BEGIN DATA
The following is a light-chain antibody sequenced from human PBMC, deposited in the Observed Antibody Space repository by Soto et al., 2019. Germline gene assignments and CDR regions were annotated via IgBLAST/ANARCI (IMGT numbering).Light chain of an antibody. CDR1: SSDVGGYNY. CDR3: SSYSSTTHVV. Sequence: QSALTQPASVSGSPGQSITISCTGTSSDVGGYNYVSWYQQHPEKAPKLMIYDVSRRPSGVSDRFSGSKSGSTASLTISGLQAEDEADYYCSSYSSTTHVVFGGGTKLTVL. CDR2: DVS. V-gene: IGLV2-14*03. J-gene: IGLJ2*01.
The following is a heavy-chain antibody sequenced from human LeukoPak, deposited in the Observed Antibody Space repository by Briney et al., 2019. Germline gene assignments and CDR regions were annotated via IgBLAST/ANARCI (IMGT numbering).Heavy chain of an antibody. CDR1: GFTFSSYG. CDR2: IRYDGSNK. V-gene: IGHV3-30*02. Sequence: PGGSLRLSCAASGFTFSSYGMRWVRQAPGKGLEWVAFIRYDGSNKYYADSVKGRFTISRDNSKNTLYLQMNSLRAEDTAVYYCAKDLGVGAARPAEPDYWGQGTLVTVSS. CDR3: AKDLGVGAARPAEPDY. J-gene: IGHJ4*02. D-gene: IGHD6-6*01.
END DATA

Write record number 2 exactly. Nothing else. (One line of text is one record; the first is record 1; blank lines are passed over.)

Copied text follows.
The following is a heavy-chain antibody sequenced from human LeukoPak, deposited in the Observed Antibody Space repository by Briney et al., 2019. Germline gene assignments and CDR regions were annotated via IgBLAST/ANARCI (IMGT numbering).Heavy chain of an antibody. CDR1: GFTFSSYG. CDR2: IRYDGSNK. V-gene: IGHV3-30*02. Sequence: PGGSLRLSCAASGFTFSSYGMRWVRQAPGKGLEWVAFIRYDGSNKYYADSVKGRFTISRDNSKNTLYLQMNSLRAEDTAVYYCAKDLGVGAARPAEPDYWGQGTLVTVSS. CDR3: AKDLGVGAARPAEPDY. J-gene: IGHJ4*02. D-gene: IGHD6-6*01.